Suffice it to say, my next payday, I'll be getting book 3. I won't wait so long to get it (I finished "Jenny Pox" last spring).

For what it's worth, I enjoyed this book. It was a really quick read, I loved hearing more about their world, and how insane large crowds of people can get.

I did feel it was too short, and things happened a bit too quickly, but I still enjoyed it. JL Bryan has a way with story telling. He's so good at it. He's painted this world that is vivid (and it might be the cover of "Jenny Pox" talking, but also sepia-toned) and rich. I'll probably start to turn to him when I need to get sucked into a book. This is two books that have sucked me in and not let me go.

View all my reviews Alexander Death (The Paranormals, #3)Alexander Death by J.L. Bryan
My rating: 4 of 5 stars

I don't know who classified this series as YA, but whoever did is wrong. Just because it happens to 18-year-olds doesn't mean that it's appropriate to a younger audience. Maybe I'm just prudish. Yeah, that's probably it.

Despite the ill-advised label, I really enjoyed this book and this series. I like the fact that Jenny has spent her time discovering who she is, and Alexander had me fooled through most of the book (okay, not really, but who are we kidding?). He is charismatic and charming so long as he gets what he wants. For about twenty minutes, I honestly believed that he cared about Jenny, but I knew it wouldn't last. I knew that Seth wouldn't let her go so easily.

What I wasn't really expecting was Alexander and Ashleigh joining forces, or the fact that they wouldn't make it. I'm still waiting for them to come back. Someone as vindictive as Ashleigh Goodling doesn't just keel over and die (again). I'm in the fourth book of the series and I fully believe that she will come back to rain terror over the world, and especially Jenny and Seth.

I am sad that there wasn't more of Tommy. He's not exactly having a change of heart, but he knows that he's been had. I only wish he could've done something more to Ashley without hurting Esmerelda. But now that Esmerelda has her own body back, we can only hope they join forces with Jenny and Seth. Doubtful, but I'd like to see more of them. Especially Esmerelda. I think there's more to her power than just seeing the dead's lives.

I really did enjoy this book, just not as much as Jenny Pox.

View all my reviews Jenny Plague-Bringer (The Paranormals, #4)Jenny Plague-Bringer by J.L. Bryan
My rating: 4 of 5 stars

I liked this series. I was with Jenny from the start and I stayed with her until the end. I thought she was relatable, amusing, and fierce (especially after book three).

This book had me teetering through a lot of it, though. It jumped back and forth between Jenny and Seth's current life, and the parallels with the life they lived back in the 1930's when Hitler was rising to power in Germany. There was a lot of information about eugenics and creating a superior race of beings (all blonde-haired and blue-eyed, too. Can you say "Village of the Damned?"). I'm fascinated by the study of eugenics, not to actually do it myself, but the mindset that they believe that people should be bred like animals.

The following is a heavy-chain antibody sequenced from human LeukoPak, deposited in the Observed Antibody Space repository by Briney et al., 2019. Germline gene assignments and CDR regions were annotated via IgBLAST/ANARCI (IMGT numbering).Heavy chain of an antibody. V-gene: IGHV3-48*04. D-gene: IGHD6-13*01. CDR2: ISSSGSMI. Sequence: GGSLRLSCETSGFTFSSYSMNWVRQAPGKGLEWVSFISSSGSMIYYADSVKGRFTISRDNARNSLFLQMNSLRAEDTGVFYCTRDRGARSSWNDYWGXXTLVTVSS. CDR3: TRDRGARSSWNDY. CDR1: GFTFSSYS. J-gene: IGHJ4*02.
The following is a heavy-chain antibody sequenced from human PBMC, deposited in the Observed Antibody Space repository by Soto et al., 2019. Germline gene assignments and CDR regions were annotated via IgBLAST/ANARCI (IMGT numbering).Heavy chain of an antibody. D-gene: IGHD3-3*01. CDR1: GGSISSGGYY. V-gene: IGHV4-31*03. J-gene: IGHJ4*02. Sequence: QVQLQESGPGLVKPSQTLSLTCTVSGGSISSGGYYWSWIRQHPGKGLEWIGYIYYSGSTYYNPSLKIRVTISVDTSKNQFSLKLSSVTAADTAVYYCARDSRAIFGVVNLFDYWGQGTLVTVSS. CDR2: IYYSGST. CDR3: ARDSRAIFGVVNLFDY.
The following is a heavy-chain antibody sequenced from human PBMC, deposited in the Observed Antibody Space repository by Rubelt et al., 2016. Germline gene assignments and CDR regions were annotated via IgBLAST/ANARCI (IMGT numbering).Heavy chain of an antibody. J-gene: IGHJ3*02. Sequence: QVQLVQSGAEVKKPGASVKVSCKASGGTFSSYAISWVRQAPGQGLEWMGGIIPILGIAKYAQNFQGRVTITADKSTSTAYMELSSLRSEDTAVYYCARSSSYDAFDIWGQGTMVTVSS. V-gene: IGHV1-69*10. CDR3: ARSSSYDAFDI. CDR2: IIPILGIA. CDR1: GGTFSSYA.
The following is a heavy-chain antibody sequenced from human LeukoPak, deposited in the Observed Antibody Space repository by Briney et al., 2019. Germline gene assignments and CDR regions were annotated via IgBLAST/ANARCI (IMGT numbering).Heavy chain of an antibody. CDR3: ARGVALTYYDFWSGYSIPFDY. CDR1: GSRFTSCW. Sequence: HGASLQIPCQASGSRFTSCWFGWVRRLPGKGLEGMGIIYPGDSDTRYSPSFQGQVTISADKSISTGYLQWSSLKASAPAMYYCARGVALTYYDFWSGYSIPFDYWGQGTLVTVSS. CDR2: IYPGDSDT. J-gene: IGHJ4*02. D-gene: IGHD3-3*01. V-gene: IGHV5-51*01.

Nazies were sick people.

The idea in this story is to breed paranormals with other paranormals. Ashleigh Goodling, the blonde princess of power from books one, two and three, returns, but only in the past as Alise, a German girl who is one of the higher ups in the Reich that do the studies. She's not the so-called good girl she was made out to be in book one. She was a little tramp. She was trying to do her part to create her own little Nazis with other paranormals. And she used her touch of love to get the others into it too.

Have I mentioned in these reviews that I find A (Her name ALWAYS starts with an A) extremely creepy?

The book starts with Jenny and Seth living in Paris. Jenny now recalls their past lives, and tells Seth about them. They're happy, doing what they do, just relaxing in the fact that no one knows them. However, they are kidnapped, along with their new friend and additional paranormal, Mariella, by Ward Kilpatrick, Mariella's opposite (She can see the future, he sees people's pasts), and put back into the same place where Nazis ran tests on them. This time, they're all prisoners, including Tommy, who sets fear into the minds of everyone he touches (though he doesn't realize he's also a prisoner), and Esmeralda, who can speak to the dead.

After Mariella and Seth are able to remember their past lives (It involves getting high on mushrooms. Don't ask), the stories start to intertwine, and if there hadn't been subtle name changes (Jenny=Juliana, Seth=Sebastian, Mariella=Mia, etc), it would be hard to depict what was happening in what lifetime.

I did think the ending got a little long (there were some SERIOUSLY long chases in there!), but overall, I really enjoyed the story and the journey and was very satisfied with the ending.

View all my reviews